5 Tips for Setting and Smashing Goals
New Years mean new goals, renewed energy for what’s ahead and a chance to start over. We all have high hopes and ideas for how we can be successful on January 1st, but the reality is that as time passes most of those hopes and ideas don’t make it to fruition.
Here are 5 tips for goal setting for the new year:
1. STOP. Take some real time to think about what you want. REALLY STOP! Take a day off, take a hike. Do nothing but stop for a second and try and gain some clarity about the path you are on and how far you want to go on it or if you even want to be on it at all. If you can take a whole weekend or week even that is better. We need to step back from the day to day hustle and grind to get perspective and therefore be able to set appropriate goals. One of my favorite quotes is: “direction is so much more important than speed.”
2. Be SMART: Once you’re sure about where you want to go, make your goals Specific, Measurable, Attainable, Relevant and Time-bound.
For Example: I would like to get a raise in my salary from 50k to 55k (specific) by June 1 (time bound). Make sure the goal is attainable, if your company is in a financial freeze this is probably not an attainable goal. Make sure the goal is relevant, if you hate your job and want to leave it then this is probably not a relevant goal. Make sure its measurable, on June first you’ll be able to measure whether you hit your goal or not.
3. Work Backward. If my goal is to lose 30lbs by June 1 (in 6 months), I need to consider what needs to be done monthly, weekly and daily in order to achieve that goal.
6 months goal: Lose 30lbs
Monthly: lose 5lbs, review progress and make changes. Read or listen to one book related to fitness and/or nutrition
Weekly: lose 1-2lbs, have had at least one check in with my coach, exercise at least 3x: with one additional yoga day and one full rest day. Read one new article or listen to at lease one podcast to help keep me motivated or learn something new about nutrition/health
Daily: get at least 8hrs of sleep a day, drink 8 glasses of water, keep only real food in the house, eat only real food (plants and animals). Do some movement of some kind (even if its just stretching). Meditate and journal each day. Weigh myself and log my weight.
You can see in this example how much more needs to be considered and mapped out then just slapping “lose 30lbs by June 1" on your mirror and moving on.
I also do this in a sort of general sense. I know that in order for me to be as successful as possible in general as a human being I need to:
Go to bed early and wake up early
Meditate and journal
Have no more than 1hr of screen time (TV, phone)
Take a cold shower (more on this in a future blog maybe)
Eat real food
I keep track of whether or not I did these 6 things each day. The more I do them, the more productive I am in general. This list is a living being, things have been added and taken away as I find what works best for me. Again, this is not necessarily to get me anywhere specific, its more just to increase my bandwidth as a human being. I set separate daily weekly and monthly goals for my specific long term goals.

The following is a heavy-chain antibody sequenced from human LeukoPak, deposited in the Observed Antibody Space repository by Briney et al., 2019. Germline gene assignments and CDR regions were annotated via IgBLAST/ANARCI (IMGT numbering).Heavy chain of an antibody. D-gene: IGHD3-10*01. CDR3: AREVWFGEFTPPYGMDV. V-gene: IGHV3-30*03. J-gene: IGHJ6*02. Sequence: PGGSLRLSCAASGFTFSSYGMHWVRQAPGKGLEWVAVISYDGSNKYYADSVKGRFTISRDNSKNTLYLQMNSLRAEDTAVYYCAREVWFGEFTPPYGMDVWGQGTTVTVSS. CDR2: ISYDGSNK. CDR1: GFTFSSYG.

4. Keep Track. Keep track of something, somewhere.
I keep track of workouts I do in my planner. I keep track of what kind of day I had and how well I stuck to my goals the day before in my journal. I keep track of if I ate clean on a yearly calendar (green check for a I ate totally clean/red x if I didn’t). I keep track of longer-term goals on a big whiteboard in my home office. It doesn’t matter how but keeping track of something (how often you worked out, how often you ate clean, how often you meditated, what you ate in a food journal whatever) will help you stay on track. What you keep track of and to what extent will vary from person to person. Checking things off as you make progress is also extremely rewarding.
5. Re-evaluate. You may find that a goal is no longer appropriate. That’s ok! You maybe needed to go this far down the path to find that out. It’s very easy to set a goal and the put your head down and hammer away. Wait! Step back! Make sure this still makes sense every so often. Listen to your heart and head, seek advice from people you trust and get feedback that can help you in your process.
I wanted to own a gym of my own at one point. As I went further down the path and got more information, sought guidance from friends and my therapist, I realized, this is not really a relevant goal for me anymore based on my professional goals, what I need for day to day happiness and current living requirement and financial constraints. I had to voice and pursue this goal as far as I did to learn more about the process and the market. In this process I found that the potential costs outweighed the potential benefits for me in my specific situation. Today, looking back, I can see that taking time to stop and seek information and guidance when I needed it was a big turning point for me and may have protected me from making a decision that was wrong for me. Also, things change! Along the way I ended up getting into nutrition coaching and am now moving further down that path with the proper intention and both my heart and head are in it.